|crocuses in our side yard with honeybees doing their thing|
We have crocuses coming up all over now. That's not too surprising- but seeing honeybees already when there's still snow in some corners of the yard- that's surprising to me. I guess they got tired of staying inside this winter too.
It's good to see them out so early. I'm glad to see them at all given all the problems honeybees have had nationwide and worldwide. While few are willing or brave enough to definitively say what is causing colony collapse disorder, there is growing evidence pointing to the use of imidacloprid and clothianidin, pesticides produced by the Bayer corporation.
Which would explain why they like to hang out in our neighborhood. I haven't seen, at least not in my recent memory, anyone spraying chemicals on their garden in our area. I'm sure it happens, but I would guess that it happens a lot less here than in most neighborhoods, and furtively, maybe under the cover of night.
The suburban neighborhoods where I used to do landscape designs, on the other hand, were virtual chemical war zones. Lawns often had tags warning children not to play on them until a certain date (and you know how well kids like to obey things written on tiny little signs). Most suburban garages were chemical warfare arsenals with a stockpile of products designed to kill anything that came near their yard.
Our urban neighborhood isn't urban on the scale of Manhattan or the Chicago loop. We live in Saint Paul- in an area of little bungalows on eighth-acre plots, versus the 1/3rd or 1/2 acre lots which are standard in 2nd and 3rd ring suburbia. It's urban, but there's still enough room for gardens and a little garage off the alley in the back as well as a bit of lawn.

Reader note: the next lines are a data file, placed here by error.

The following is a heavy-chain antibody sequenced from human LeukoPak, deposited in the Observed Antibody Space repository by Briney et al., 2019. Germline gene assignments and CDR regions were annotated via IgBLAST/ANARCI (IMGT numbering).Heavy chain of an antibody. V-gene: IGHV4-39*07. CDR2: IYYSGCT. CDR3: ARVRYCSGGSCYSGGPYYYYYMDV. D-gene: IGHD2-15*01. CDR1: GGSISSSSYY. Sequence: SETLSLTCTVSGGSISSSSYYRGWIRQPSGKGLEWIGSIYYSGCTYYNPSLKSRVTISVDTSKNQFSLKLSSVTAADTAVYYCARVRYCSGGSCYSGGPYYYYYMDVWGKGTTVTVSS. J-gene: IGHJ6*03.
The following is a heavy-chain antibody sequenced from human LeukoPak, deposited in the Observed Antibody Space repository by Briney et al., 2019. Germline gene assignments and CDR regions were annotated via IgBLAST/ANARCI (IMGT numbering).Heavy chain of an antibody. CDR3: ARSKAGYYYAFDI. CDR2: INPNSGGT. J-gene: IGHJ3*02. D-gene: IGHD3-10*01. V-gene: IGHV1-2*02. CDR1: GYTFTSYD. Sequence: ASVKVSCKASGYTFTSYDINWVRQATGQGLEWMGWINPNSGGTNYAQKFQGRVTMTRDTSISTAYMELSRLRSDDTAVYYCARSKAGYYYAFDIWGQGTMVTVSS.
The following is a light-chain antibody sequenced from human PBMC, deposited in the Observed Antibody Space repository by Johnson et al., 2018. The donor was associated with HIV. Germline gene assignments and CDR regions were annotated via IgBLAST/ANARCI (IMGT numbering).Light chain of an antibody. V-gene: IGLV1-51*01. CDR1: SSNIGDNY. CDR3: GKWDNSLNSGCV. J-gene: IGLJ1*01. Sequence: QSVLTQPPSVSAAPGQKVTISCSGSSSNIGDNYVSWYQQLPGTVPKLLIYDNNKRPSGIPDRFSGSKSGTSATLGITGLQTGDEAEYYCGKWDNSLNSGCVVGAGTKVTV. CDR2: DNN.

It's all small enough for one or two people to tend the whole lot and not feel overwhelmed. Even gardening intensively, as I like to do, doesn't feel like a chore. Occasionally I wish for a little more space, but the truth is that between having two kids and a day job and other responsibilities, I wouldn't have the time for more acreage. I'd end up with a lot more weeds. And then maybe I'd start to waver in my organic principles-- and the bees might start worrying.
The social makeup of the neighborhood plays a big part too. It's an area spotted with small colleges- where students and professors live, maybe not side-by-side, but in close proximity to each other. Anti-war signs can be seen in windows here and there and 5 coffee shops are within a 4 block walk of my house. I would get more sideways glances and mean stares if I were to stand out in the front yard spraying chemicals on my lawn than I would for having a few dandelions here and there. The social pressure, I'm pretty sure, goes the other way in most of the suburbs.
I appreciate living in an area where I can see bees, butterflies, hawks, rabbits, cardinals, and even the occasional sphinx moth in my yard, and where I can also walk to get my groceries or a cup of coffee. I don't have to put out a feeder to see any of this wildlife either. Monarda, echinacea, lupine and the fruit trees bring in the pollinators in droves, and the other animals usually follow the pollinators.